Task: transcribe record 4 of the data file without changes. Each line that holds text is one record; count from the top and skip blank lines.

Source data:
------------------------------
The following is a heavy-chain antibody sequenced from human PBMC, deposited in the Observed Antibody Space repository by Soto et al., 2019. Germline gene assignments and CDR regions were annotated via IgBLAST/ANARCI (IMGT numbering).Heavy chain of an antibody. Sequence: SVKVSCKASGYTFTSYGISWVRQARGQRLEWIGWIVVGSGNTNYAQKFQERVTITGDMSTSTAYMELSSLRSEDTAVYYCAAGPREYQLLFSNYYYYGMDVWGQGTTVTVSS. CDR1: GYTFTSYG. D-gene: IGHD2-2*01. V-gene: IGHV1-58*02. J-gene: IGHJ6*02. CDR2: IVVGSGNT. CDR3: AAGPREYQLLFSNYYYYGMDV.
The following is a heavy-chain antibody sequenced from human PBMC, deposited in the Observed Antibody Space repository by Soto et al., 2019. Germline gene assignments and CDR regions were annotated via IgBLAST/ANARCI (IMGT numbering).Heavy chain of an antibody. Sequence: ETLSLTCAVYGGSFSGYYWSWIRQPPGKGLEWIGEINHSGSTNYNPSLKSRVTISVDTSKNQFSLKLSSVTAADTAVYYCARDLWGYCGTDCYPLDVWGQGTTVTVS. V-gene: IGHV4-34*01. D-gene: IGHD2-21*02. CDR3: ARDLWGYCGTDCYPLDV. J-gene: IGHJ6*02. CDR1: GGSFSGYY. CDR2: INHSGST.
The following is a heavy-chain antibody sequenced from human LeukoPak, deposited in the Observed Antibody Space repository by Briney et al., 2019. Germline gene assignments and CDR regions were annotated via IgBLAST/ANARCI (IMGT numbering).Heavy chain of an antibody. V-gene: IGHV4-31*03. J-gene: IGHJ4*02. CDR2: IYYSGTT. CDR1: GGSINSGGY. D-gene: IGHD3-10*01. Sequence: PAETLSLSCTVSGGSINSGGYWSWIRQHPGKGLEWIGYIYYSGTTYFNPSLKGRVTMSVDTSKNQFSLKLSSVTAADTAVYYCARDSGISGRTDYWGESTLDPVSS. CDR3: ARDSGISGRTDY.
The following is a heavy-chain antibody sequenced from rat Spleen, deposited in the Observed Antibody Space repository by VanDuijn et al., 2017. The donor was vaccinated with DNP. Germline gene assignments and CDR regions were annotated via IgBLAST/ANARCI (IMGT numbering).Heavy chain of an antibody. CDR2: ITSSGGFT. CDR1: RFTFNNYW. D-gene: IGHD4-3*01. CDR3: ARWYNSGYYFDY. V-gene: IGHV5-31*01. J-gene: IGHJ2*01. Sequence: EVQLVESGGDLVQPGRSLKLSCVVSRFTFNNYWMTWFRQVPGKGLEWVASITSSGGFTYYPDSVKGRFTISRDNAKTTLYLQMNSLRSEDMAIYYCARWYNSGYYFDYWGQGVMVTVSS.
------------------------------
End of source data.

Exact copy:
The following is a heavy-chain antibody sequenced from rat Spleen, deposited in the Observed Antibody Space repository by VanDuijn et al., 2017. The donor was vaccinated with DNP. Germline gene assignments and CDR regions were annotated via IgBLAST/ANARCI (IMGT numbering).Heavy chain of an antibody. CDR2: ITSSGGFT. CDR1: RFTFNNYW. D-gene: IGHD4-3*01. CDR3: ARWYNSGYYFDY. V-gene: IGHV5-31*01. J-gene: IGHJ2*01. Sequence: EVQLVESGGDLVQPGRSLKLSCVVSRFTFNNYWMTWFRQVPGKGLEWVASITSSGGFTYYPDSVKGRFTISRDNAKTTLYLQMNSLRSEDMAIYYCARWYNSGYYFDYWGQGVMVTVSS.